NBA denies blackballing player over China stand; ‘Freedom’ says he doesn’t feel free to play again

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Outspoken NBA player Enes Kanter Freedom suggested in a text interview this week that the NBA has been blackballing him over his anti-China activism, but critics say that he’s in denial over his allegedly subpar playing skills.

“It doesn’t take a rocket scientist to realize why I got little playing time and was released. But it does take people with a conscience to speak out and say it’s not right,” Freedom wrote in a text to The New  York Times.

As noted by the Times, in recent months he’s “made headlines mostly by calling out China’s human rights abuses and ripping the N.B.A. for doing business with the country.” Moreover, his “allies” also suspect this activism is to blame.

Jeffrey Ngo, a Hong Kong pro-democracy activist in Washington, reportedly said his attacks on China “must have at least played a role” in Freedom’s fallout from the league.

On Aug. 13th, he signed a one-year contract with the Boston Celtics, yet only six months later the team traded him and two other players to the Houston Rockets in exchange for Daniel Theis. The Rockets then dropped him four days later.

The Washington Examiner notes that technically, what happened checks out.

“Freedom’s minutes had been slashed this year by the Celtics, likely due to their defensive identity (they are the second-best defensive team in the league). The Celtics also played Freedom less than his career average when he was with the team during the 2019-20 season, even before he began speaking out about China’s human rights abuses,” according to the Examiner.

And then once he did begin speaking out, the team professed to “support” his stance.

Likewise, the Rockets have been reportedly “rebuilding,” and part of that effort required offloading Theism, who was costing them $35.6 million for his contract.

The move was, according to the Examiner, nothing more than “a salary dump,” and Freedom was thus a pawn instead of someone whom the team really wanted.

“The move was a salary dump for the Rockets, who unloaded Daniel Theis and his four-year $35.6 million contract while they rebuild. Freedom, a 29-year-old center who plays poor defense, was not going to fit a rebuilding Rockets team,” the Examiner notes.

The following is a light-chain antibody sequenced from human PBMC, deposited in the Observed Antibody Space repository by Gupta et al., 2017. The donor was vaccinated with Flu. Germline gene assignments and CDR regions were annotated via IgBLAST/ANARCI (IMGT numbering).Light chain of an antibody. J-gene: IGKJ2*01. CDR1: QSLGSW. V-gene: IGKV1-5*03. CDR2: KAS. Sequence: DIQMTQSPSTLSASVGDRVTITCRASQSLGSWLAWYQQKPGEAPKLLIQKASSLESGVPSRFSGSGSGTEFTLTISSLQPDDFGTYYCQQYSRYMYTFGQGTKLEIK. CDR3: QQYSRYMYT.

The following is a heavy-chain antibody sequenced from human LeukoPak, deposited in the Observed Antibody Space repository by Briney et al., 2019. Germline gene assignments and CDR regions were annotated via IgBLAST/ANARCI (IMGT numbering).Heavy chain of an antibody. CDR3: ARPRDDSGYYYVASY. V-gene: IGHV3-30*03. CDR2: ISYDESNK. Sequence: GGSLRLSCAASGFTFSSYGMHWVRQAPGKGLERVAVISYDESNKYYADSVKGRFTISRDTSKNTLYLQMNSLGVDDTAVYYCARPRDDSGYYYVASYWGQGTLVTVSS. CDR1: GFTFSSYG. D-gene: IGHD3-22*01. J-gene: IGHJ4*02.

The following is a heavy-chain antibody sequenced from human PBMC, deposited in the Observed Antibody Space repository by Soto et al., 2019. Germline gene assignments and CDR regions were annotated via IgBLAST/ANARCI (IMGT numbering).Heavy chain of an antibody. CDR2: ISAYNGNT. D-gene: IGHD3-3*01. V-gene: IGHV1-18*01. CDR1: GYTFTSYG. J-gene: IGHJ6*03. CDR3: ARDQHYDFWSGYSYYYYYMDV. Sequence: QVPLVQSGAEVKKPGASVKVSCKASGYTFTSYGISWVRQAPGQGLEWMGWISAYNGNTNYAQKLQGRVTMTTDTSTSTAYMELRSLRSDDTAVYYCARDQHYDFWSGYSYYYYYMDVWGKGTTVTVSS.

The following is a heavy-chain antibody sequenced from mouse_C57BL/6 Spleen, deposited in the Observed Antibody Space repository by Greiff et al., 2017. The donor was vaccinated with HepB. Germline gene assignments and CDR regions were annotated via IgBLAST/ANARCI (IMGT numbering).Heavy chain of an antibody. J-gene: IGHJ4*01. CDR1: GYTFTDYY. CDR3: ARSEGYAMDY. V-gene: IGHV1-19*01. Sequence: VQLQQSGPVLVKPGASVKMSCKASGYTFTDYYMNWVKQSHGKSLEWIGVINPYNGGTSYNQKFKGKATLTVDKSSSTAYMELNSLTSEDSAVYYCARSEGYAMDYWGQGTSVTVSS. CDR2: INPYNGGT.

So again, everything appears to check out at first glance. But on the other hand, Freedom’s anti-China activism did draw widespread attention to the Celtics that the team may not necessarily have truly wanted:

Take note of the shoes seen above. According to Freedom, after he wore them, somebody sought to silence him. It remains unclear who exactly because he reportedly “changed” his story at least once.

“In several media appearances after that game, he said two league officials demanded that he take off the shoes, and he refused. At the Olive Tree, he changed the story, saying the officials were with the Celtics. He also said the N.B.A. players’ union separately tried to get him to stop wearing the shoes,” according to the Times.

“Freedom’s story is difficult to corroborate because he would not disclose the names of his antagonists. The union would not comment on the specifics, but said in a statement that it supported Freedom and other players’ speaking out on important issues.”

In a text to the Times, all Freedom would say was, “Instead of advocating on my behalf, I have encountered the union telling me I need to shut up and stop talking about the human rights violations in China.”

What’s absolutely clear is that Freedom is now a free agent apparently unable to secure a new contract. And this, he and his allies believe, is attributable to his activism.

But again, critics, including former NBA coach Stan Van Gundy and sports commentator Morten Stig Christensen, say otherwise:

NBA commissioner Adam Silver has for his part claim that the league isn’t blackballing Freedom.

“We spoke directly about his activities this season,” Silver said, “and I made it absolutely clear to him that it was completely within his right to speak out on issues that he was passionate about,” he told the Times.

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